By Cliff Dunn
WILTON MANORS – Jackson Padgett wants patrons of his bar and the other businesses at The Shoppes of Wilton Manors to know something: “It’s safe to park your car at Alibi.”
The owner—along with his business and life partner Mark Negrete—of the venerable Georgie’s Alibi bar and restaurant in Wilton Manors, Padgett finds himself in the center of a local storm in which freedom to parkwherever- you-want collides with the freedom to find-a-parking-spot, and in which shopping center tenants are being held to account for a landlord’s actions in much the same way someone might be asked to apologize because his apartment manager voted a certain way.
The Shoppes of Wilton Manors’ parking issue was first reported in three Agenda pieces: an opinion written by former editor Alex Vaughn (Agenda, April 5, 2012 Q-POINT: “Parking in the Shoppes of Wilton Manors: A Death Wish?”), in an April 19, 2012 Letter to the Editor, as well as last fall, when the new shopping center towing policy went into effect. Padgett and Negrete say neither they nor any of the managers at Alibi—nor any of the other tenants at The Shoppes for that matter, as far as they know—had any role in making that policy, which was enacted eight months ago by the property management company and owner, Rivercrest Realty.
What they will own up to is a concerted effort since August to raise awareness of the zero tolerance policy towards unattended vehicles in The Shoppes. On tabletop cards and on signage displayed prominently in the Alibi and its surrounding parking lot, the bar owners alerted their patrons that Rivercrest had “contracted with EMS Towing, and have instructed them to tow any car should they park in the lot and walk away from the Shoppes. This is at the vehicle owners’ expense.”
There are several “camps” in this most local of Gayborhood conflicts: One of these (exemplified in Alex Vaughn’s April 5 “Q-POINT” piece, which can be viewed online at floridaagenda.com) believes the property management is within its rights to tow cars “abandoned” for a few hours (or rounds of drinks) by their owners as they walk down Wilton Drive, but that the selection of a towing yard in the middle of a “tough” urban neighborhood (as evidenced by EMS Towing’s location near Sistrunk Blvd.) is unconscionable. (Editor’s Note: After the Q-POINT piece ran, Rivercrest Realty cancelled its business arrangement with EMS Towing, and now employs the more communityactive— and neighborhood safe—Sal’s Towing.)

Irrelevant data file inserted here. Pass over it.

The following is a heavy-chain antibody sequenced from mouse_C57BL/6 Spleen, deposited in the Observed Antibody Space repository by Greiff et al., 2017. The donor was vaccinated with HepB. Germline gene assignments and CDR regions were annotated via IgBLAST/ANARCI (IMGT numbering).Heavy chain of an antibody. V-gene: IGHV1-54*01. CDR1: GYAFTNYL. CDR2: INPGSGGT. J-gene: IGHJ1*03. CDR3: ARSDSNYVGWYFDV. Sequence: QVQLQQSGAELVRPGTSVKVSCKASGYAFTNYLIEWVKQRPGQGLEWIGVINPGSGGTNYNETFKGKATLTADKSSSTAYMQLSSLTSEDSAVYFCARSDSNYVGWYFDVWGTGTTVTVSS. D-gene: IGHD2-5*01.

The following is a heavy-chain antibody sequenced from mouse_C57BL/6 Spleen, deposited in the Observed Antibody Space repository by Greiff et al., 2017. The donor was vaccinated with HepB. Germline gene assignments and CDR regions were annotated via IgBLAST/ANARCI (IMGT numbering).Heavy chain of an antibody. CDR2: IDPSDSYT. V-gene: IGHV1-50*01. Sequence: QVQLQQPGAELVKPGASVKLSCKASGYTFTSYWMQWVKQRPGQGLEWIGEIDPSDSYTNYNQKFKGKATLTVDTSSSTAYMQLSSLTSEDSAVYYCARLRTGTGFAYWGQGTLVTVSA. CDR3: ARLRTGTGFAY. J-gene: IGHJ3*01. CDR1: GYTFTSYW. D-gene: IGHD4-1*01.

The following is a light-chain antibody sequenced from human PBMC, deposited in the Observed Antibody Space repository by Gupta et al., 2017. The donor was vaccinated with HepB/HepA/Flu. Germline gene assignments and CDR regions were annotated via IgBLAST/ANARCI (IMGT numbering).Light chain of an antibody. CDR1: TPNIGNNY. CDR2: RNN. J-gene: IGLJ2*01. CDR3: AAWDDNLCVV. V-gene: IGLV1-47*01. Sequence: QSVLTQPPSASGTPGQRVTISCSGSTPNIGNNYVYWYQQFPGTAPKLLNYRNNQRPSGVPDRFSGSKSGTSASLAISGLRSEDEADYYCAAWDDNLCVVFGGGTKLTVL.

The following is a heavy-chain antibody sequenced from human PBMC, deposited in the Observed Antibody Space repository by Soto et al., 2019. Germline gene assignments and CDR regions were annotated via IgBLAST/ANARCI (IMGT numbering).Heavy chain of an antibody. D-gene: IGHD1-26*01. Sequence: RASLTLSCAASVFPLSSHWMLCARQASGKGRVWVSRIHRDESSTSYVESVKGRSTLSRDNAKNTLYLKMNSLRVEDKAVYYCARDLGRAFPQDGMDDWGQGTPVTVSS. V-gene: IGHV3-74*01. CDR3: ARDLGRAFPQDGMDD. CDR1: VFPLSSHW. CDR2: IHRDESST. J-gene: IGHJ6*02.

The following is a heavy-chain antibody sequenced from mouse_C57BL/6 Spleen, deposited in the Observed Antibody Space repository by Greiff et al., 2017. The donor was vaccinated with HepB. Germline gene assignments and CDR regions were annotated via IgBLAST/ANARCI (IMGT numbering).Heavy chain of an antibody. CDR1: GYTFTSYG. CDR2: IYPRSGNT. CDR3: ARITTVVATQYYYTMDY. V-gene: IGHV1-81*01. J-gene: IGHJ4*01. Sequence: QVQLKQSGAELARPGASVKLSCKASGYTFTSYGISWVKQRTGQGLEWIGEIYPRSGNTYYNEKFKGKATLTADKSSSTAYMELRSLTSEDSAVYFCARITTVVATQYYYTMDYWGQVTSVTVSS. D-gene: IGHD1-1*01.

Another camp sees the actions of the property company (often misinterpreted as being the actions of the bars and other businesses in The Shoppes themselves) as a gross infringement on patrons’ right to “bar crawl:” What matter—they argue— if you start at Alibi for a drink, then make your way to Boom, and—leaving your car to the convenient care of The Shoppes’ security and parking spaces— stroll up towards Matty’s, Rosie’s, and points north- (or south-) ward?
Other “camps” are more fragmented in that they comprise individuals who work at or patronize establishments in the area other than those within The Shoppes. These can include those with business at any of the more than two dozen bars, restaurants, boutiques, salons, and professional offices that dot Wilton Drive within a five-block strip between Wilton Manors City Hall and Five Points.
“We always have the welcome mat out for people who want to come and enjoy The Shoppes,” emphasizes Padgett. “The problem for all of the tenants in the shopping center is that for years it has been ‘ground zero’ for people who wanted to park their cars and enjoy a day of shopping and strolling down the Drive, and over the years it has eaten up much of the parking—not only for us but for Craig at Boom and Gay Mart, and for Java Boys, Island City Health and Fitness, and the boutique stores.”
Reece Darham, the owner of Island City Health and Fitness (ICHF)— located just yards from Alibi— confirmed Padgett. “There are days when I have [gym] members who can’t find a place to park,” agreed Darham, who also serves as co-chair for the R a i n b o w B u s i n e s s C o a l i t i o n (RBC), the business and c ommu n i t y a s s o c i a t i on for LGBT and LGBTf r i e n d l y Greater Fort La u d e rd a l e .
“There are days when I can’t even find a spot.” Pa d g e t t ’ s partner, Mark Negrete, points to the area’s growth—and a difficulty in managing that growth— as one element contributing to the parking foul-up. “When I first came to Wilton Manors, people compared it to ‘Mayberry,’” Negrete said, making reference to a mid-20th Century metaphor for small-town living. “This isn’t Mayberry anymore.”